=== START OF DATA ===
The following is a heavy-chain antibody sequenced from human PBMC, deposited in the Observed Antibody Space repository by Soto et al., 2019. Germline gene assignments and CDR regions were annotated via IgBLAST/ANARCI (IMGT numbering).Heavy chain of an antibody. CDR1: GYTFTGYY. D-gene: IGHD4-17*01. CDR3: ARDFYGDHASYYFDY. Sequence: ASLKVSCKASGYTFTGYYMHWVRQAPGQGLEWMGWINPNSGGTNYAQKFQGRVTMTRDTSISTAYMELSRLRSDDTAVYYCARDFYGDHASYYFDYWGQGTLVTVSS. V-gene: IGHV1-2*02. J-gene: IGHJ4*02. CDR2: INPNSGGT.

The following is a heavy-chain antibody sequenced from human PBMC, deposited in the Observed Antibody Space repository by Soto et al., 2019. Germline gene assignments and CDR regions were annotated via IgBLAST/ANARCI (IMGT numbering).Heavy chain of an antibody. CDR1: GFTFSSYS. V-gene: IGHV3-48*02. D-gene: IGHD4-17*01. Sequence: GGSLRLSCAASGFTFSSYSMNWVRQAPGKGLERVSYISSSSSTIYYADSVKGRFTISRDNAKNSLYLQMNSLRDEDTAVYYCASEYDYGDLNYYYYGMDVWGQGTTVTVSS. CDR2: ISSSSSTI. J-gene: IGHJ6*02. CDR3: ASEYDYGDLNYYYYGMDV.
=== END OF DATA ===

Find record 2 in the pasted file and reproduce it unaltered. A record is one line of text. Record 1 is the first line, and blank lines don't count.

The following is a heavy-chain antibody sequenced from human PBMC, deposited in the Observed Antibody Space repository by Soto et al., 2019. Germline gene assignments and CDR regions were annotated via IgBLAST/ANARCI (IMGT numbering).Heavy chain of an antibody. CDR1: GFTFSSYS. V-gene: IGHV3-48*02. D-gene: IGHD4-17*01. Sequence: GGSLRLSCAASGFTFSSYSMNWVRQAPGKGLERVSYISSSSSTIYYADSVKGRFTISRDNAKNSLYLQMNSLRDEDTAVYYCASEYDYGDLNYYYYGMDVWGQGTTVTVSS. CDR2: ISSSSSTI. J-gene: IGHJ6*02. CDR3: ASEYDYGDLNYYYYGMDV.